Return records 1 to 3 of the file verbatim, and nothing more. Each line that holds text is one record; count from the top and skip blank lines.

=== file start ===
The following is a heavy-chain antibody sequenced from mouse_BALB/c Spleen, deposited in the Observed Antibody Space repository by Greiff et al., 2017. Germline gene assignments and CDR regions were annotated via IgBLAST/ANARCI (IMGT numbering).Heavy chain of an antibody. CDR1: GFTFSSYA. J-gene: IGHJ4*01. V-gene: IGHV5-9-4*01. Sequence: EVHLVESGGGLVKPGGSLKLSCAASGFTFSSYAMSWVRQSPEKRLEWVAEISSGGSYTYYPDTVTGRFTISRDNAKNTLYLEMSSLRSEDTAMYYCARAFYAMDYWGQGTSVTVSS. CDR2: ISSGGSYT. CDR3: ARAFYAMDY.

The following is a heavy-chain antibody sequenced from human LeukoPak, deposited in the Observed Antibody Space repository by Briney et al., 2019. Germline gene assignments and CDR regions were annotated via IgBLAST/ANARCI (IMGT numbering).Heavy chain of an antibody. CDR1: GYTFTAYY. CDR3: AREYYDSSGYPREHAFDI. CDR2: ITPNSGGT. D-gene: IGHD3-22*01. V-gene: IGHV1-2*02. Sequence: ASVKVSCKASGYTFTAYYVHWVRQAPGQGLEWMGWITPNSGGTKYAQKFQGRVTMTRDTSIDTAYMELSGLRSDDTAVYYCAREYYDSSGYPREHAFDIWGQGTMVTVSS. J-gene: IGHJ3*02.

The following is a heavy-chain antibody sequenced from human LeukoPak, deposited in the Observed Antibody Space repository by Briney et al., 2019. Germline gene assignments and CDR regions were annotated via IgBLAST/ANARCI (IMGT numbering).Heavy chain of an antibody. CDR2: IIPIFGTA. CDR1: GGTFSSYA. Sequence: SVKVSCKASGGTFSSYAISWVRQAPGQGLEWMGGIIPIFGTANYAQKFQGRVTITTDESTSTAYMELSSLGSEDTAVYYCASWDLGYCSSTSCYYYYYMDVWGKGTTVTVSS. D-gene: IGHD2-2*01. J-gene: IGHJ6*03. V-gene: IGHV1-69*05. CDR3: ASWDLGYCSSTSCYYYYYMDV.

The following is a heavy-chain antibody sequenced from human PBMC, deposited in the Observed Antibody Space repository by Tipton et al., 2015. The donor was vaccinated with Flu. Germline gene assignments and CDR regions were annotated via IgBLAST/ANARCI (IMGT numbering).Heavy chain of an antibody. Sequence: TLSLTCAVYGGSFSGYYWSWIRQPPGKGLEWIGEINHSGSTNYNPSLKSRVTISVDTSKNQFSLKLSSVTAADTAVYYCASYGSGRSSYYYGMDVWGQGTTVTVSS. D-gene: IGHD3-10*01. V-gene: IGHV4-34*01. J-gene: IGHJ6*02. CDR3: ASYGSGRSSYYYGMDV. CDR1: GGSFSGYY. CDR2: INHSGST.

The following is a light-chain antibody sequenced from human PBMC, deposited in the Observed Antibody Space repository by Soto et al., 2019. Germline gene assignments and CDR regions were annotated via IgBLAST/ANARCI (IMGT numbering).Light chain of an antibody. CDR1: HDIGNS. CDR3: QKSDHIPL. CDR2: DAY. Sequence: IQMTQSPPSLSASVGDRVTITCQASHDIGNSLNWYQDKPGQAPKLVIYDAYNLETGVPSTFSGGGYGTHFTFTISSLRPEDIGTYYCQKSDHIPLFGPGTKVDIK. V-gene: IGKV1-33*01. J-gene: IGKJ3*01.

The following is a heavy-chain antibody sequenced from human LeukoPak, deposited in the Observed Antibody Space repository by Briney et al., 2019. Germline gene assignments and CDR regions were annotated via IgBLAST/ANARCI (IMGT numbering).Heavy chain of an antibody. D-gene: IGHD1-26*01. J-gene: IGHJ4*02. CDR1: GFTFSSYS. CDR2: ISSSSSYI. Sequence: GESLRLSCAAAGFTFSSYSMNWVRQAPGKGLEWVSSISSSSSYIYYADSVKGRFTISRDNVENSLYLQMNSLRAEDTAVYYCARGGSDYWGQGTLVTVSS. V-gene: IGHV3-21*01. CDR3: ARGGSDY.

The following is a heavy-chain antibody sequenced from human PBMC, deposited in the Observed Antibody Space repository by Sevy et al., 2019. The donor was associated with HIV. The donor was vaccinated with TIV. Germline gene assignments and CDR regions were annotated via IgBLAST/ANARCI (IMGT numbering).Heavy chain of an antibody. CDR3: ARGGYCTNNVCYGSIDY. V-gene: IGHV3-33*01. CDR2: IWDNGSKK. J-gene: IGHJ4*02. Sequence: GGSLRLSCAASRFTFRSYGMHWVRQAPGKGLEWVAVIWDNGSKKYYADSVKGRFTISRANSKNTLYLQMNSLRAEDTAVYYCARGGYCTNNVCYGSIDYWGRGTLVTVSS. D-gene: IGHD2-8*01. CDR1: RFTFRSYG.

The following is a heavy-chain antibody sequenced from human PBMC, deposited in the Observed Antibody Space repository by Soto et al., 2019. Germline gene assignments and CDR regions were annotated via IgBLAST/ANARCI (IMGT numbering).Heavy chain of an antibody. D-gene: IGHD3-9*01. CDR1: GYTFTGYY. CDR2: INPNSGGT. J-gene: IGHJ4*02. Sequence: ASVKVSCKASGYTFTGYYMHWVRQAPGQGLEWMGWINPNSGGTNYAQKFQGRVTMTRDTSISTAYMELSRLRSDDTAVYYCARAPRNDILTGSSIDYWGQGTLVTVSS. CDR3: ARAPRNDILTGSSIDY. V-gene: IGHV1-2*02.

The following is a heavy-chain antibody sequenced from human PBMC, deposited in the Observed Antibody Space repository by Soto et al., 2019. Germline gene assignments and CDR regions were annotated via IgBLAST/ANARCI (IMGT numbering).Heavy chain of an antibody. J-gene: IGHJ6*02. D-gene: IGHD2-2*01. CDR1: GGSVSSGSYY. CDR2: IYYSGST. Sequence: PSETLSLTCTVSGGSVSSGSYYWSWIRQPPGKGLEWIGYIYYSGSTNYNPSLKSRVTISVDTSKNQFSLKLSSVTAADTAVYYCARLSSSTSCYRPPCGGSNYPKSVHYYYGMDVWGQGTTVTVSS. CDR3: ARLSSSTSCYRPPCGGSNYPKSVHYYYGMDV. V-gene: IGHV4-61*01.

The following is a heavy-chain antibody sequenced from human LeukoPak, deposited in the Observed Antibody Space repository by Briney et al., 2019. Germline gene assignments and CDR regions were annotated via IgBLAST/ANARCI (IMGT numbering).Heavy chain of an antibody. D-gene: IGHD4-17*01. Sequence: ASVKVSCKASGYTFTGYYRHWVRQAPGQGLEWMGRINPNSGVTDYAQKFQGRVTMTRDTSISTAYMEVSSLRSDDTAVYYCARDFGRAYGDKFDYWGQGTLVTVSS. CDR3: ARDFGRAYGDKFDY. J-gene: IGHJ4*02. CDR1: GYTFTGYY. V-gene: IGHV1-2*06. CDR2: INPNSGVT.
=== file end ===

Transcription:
The following is a heavy-chain antibody sequenced from mouse_BALB/c Spleen, deposited in the Observed Antibody Space repository by Greiff et al., 2017. Germline gene assignments and CDR regions were annotated via IgBLAST/ANARCI (IMGT numbering).Heavy chain of an antibody. CDR1: GFTFSSYA. J-gene: IGHJ4*01. V-gene: IGHV5-9-4*01. Sequence: EVHLVESGGGLVKPGGSLKLSCAASGFTFSSYAMSWVRQSPEKRLEWVAEISSGGSYTYYPDTVTGRFTISRDNAKNTLYLEMSSLRSEDTAMYYCARAFYAMDYWGQGTSVTVSS. CDR2: ISSGGSYT. CDR3: ARAFYAMDY.

The following is a heavy-chain antibody sequenced from human LeukoPak, deposited in the Observed Antibody Space repository by Briney et al., 2019. Germline gene assignments and CDR regions were annotated via IgBLAST/ANARCI (IMGT numbering).Heavy chain of an antibody. CDR1: GYTFTAYY. CDR3: AREYYDSSGYPREHAFDI. CDR2: ITPNSGGT. D-gene: IGHD3-22*01. V-gene: IGHV1-2*02. Sequence: ASVKVSCKASGYTFTAYYVHWVRQAPGQGLEWMGWITPNSGGTKYAQKFQGRVTMTRDTSIDTAYMELSGLRSDDTAVYYCAREYYDSSGYPREHAFDIWGQGTMVTVSS. J-gene: IGHJ3*02.

The following is a heavy-chain antibody sequenced from human LeukoPak, deposited in the Observed Antibody Space repository by Briney et al., 2019. Germline gene assignments and CDR regions were annotated via IgBLAST/ANARCI (IMGT numbering).Heavy chain of an antibody. CDR2: IIPIFGTA. CDR1: GGTFSSYA. Sequence: SVKVSCKASGGTFSSYAISWVRQAPGQGLEWMGGIIPIFGTANYAQKFQGRVTITTDESTSTAYMELSSLGSEDTAVYYCASWDLGYCSSTSCYYYYYMDVWGKGTTVTVSS. D-gene: IGHD2-2*01. J-gene: IGHJ6*03. V-gene: IGHV1-69*05. CDR3: ASWDLGYCSSTSCYYYYYMDV.